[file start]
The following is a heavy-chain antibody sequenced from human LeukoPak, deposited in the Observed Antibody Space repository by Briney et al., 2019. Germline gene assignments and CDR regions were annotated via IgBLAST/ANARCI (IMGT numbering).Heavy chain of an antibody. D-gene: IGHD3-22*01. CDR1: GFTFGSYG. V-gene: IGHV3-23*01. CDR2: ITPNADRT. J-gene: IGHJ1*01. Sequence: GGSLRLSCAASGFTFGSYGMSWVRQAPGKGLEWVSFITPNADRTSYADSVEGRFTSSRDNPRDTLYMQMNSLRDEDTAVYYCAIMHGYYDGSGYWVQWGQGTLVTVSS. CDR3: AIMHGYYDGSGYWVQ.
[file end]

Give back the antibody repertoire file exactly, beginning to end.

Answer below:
The following is a heavy-chain antibody sequenced from human LeukoPak, deposited in the Observed Antibody Space repository by Briney et al., 2019. Germline gene assignments and CDR regions were annotated via IgBLAST/ANARCI (IMGT numbering).Heavy chain of an antibody. D-gene: IGHD3-22*01. CDR1: GFTFGSYG. V-gene: IGHV3-23*01. CDR2: ITPNADRT. J-gene: IGHJ1*01. Sequence: GGSLRLSCAASGFTFGSYGMSWVRQAPGKGLEWVSFITPNADRTSYADSVEGRFTSSRDNPRDTLYMQMNSLRDEDTAVYYCAIMHGYYDGSGYWVQWGQGTLVTVSS. CDR3: AIMHGYYDGSGYWVQ.